Toni Morrison, who died at 88 years old on Monday, might be gone in the corporeal sense — which is not, one could argue, the most important iteration of self to a writer — and yet, more certain than her death is surely her legacy.
Morrison has always been a storyteller and a teacher, and it has always seemed as though she knew everything and was always available, even willing, to lovingly impart that knowledge. The province of those teachings has been lush and eternal, and nobody seems to know more about the world — about history, about love, about motherhood — than her.
“Love is or it ain’t. Thin love ain’t love at all,” she once wrote. It’s no surprise that Morrison’s most famous novel, and the one that won her a Pulitzer Prize, is “Beloved,” the wrenching, heartbreaking story of a mother’s love. Motherhood courses and ripples through her work and life as though the two were surgically conjoined, and they very well may be (metaphorically speaking).
Here, some moving and memorializing facts about Toni Morrison as a mother — of her own children, of children that were not hers, and of a whole beating culture.
When Morrison speaks, she has a particular cadence and rhythm, a moral weight, that reminds you of her history in Black oral tradition. When she appeared on Oprah — who had long been a champion of Morrison’s work — in 2000, she revealed parenting advice about the face you present to you children.
“When a kid walks in the room … does your face light up? That’s what they’re looking for,” she said. She explained when her children used to walk into a room, she would be checking to make sure everything was in order — if their hair was combed, if their pants were buckled. “You think your affection, and your deep love, is on display,” she continued. “It’s not. When they see you, they see the critical face.” Morrison finds it important to allow your face to show what’s in your heart — to show your children you’re happy to see them, you care about them, you love them.
Morrison: There was something so valuable about what happened when one became a mother. For me it was the most liberating thing that ever happened to me.
Moyers: Liberating? Isn’t every mother a hostage to love?
Morrison: Liberating because the demands that children make are not the demands of a normal “other.” The children’s demands on me were things that nobody else ever asked me to do. To be a good manager. To have a sense of humour. To deliver something that somebody could use. And they were not interested in all the things that other people were interested in, like what I was wearing or if I were sensual … Somehow all of the baggage that I had accumulated as a person about what was valuable just fell away. I could not only be me—whatever that was—but somebody actually needed me to be that … If you listen to them, somehow you are able to free yourself from baggage and vanity and all sorts of things, and deliver a better self, one that you like. The person that was in me that I liked best was the one my children seemed to want.
Morrison’s marriage dissolved in 1964 and left her, at 34, with a three-year-old son and another baby on the way. She needed a job to support her family, but she also needed, desperately, to write. (She may or may not have had what Hilton Als has called “a terrible need to confess.”)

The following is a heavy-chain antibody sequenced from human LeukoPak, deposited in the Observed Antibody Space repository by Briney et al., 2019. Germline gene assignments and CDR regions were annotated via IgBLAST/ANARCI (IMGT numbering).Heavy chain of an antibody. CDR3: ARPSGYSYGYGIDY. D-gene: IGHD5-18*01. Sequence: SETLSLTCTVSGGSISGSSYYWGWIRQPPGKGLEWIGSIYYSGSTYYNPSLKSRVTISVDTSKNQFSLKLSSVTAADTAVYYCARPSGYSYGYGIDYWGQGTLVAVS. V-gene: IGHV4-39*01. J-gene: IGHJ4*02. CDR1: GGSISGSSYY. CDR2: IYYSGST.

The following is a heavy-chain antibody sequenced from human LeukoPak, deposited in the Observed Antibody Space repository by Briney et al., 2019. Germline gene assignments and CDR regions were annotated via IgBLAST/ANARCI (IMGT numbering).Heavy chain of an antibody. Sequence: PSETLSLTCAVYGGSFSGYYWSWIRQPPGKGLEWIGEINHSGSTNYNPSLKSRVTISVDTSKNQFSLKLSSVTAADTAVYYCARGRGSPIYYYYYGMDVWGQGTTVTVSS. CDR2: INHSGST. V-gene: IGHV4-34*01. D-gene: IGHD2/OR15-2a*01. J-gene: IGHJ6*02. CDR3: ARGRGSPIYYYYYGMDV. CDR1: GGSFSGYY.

Morrison landed a gig at a publishing house in New York, and, while working there, began expanding a short story she’d written while teaching at Howard University, about a young Black girl who wanted blue eyes. After getting the job and moving to Syracuse, she would wake up every morning at 4 a.m. to write, would write on scraps of paper, on hotel stationary, on anything she could.
“If it arrives you know. If you know it really has come, then you have to put it down,” she once said. She wrote on subway commutes to and from work. “She wrote when she could—usually after the children went to sleep,” Als wrote in a profile of Morrison in 2003.
“And since she was the sole support for her children, she couldn’t sacrifice the real world for her art. ‘I stole time to write,’ she said. ‘Writing was my other job—I always kept it over there, away from my ‘real’ work as an editor or teacher.’ It took her five years to complete the book, because she enjoyed the process so much.”
She was 39 when she published “The Bluest Eye.”
Following the publication of “The Bluest Eye,” Morrison became a trade editor at Random House. At the time, “there was no real Black Studies curriculum in the academy,” and Morrison worked tirelessly to expand the canon of Black literature to include writers — many of them other Black women — who had something to say about the rich experience of Black life.
She published authors such as Chinua Achebe, Toni Cade Bambara, Angela Davis and Gayl Jones, among others. She launched the careers of writers who’d never been published in America. She cared for the women she worked with on a level that transcended a conventional work relationship. If Morrison made extra money — say, working freelance — she would send it to one of her writers, pretending they’d won some grant or another, in an effort to support them. She mothered these writers as she catalyzed what many people call the rebirth of Black women’s fiction.